It's a promising enterprise, and it can radically change how we experience medical care.
"3D bioprinting's potential is almost limitless and has the potential to replace many different parts of the human body," says Michael Dowling, president and CEO at Northwell Health, and author of Health Care Reboot. "Researchers envision a future with 3D printers in every emergency room, where doctors are able to print emergency implants of organs and bones on demand and revolutionize the way medicine is practiced."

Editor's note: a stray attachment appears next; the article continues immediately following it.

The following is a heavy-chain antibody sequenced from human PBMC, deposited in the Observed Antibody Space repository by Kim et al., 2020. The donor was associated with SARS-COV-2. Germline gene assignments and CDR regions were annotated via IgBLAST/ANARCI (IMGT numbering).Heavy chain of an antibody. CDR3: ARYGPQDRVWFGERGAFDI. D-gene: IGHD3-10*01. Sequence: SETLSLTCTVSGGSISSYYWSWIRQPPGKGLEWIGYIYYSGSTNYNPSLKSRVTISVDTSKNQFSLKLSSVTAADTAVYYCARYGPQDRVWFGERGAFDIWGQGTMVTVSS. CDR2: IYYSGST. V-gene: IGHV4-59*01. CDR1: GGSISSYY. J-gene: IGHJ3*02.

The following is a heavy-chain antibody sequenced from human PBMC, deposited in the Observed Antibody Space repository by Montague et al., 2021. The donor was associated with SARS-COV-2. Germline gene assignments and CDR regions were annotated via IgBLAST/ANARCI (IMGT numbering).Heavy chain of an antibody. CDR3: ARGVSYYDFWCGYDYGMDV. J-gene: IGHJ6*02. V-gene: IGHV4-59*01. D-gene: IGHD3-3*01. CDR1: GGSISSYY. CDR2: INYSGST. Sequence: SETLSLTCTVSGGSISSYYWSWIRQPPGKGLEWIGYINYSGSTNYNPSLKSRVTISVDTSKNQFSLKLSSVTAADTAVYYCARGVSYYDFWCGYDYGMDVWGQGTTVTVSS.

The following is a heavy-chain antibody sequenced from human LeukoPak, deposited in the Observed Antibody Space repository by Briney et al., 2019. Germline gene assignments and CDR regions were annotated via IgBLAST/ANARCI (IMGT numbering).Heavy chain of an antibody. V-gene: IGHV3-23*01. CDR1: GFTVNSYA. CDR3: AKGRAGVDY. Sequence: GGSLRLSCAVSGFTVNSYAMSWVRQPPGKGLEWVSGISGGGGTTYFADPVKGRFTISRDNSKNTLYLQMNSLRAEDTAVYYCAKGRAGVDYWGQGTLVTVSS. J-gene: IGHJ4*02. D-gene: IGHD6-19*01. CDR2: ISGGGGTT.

Dr. Todd Goldstein explains more about 3D bioprinting below:
New research suggests you can't fake your emotional state to improve your work life; you have to feel it.
What is deep acting?<img type="lazy-image" data-runner-src="https://assets.rebelmouse.io/eyJhbGciOiJIUzI1NiIsInR5cCI6IkpXVCJ9.eyJpbWFnZSI6Imh0dHBzOi8vYXNzZXRzLnJibC5tcy8yNTQ1NDk2OS9vcmlnaW4uanBnIiwiZXhwaXJlc19hdCI6MTYxNTY5MzA0Nn0._s7aP25Es1CInq51pbzGrUj3GtOIRWBHZxCBFnbyXY8/img.jpg?width=1245&coordinates=333%2C-1%2C333%2C-1&height=700" id="ddf09" class="rm-shortcode" data-rm-shortcode-id="9dc42c4d6a8e372ad7b72907b46ecd3f" data-rm-shortcode-name="rebelmouse-image" data-width="1245" data-height="700" />
Arlie Russell Hochschild (pictured) laid out the concept of emotional labor in her 1983 book, The Managed Heart.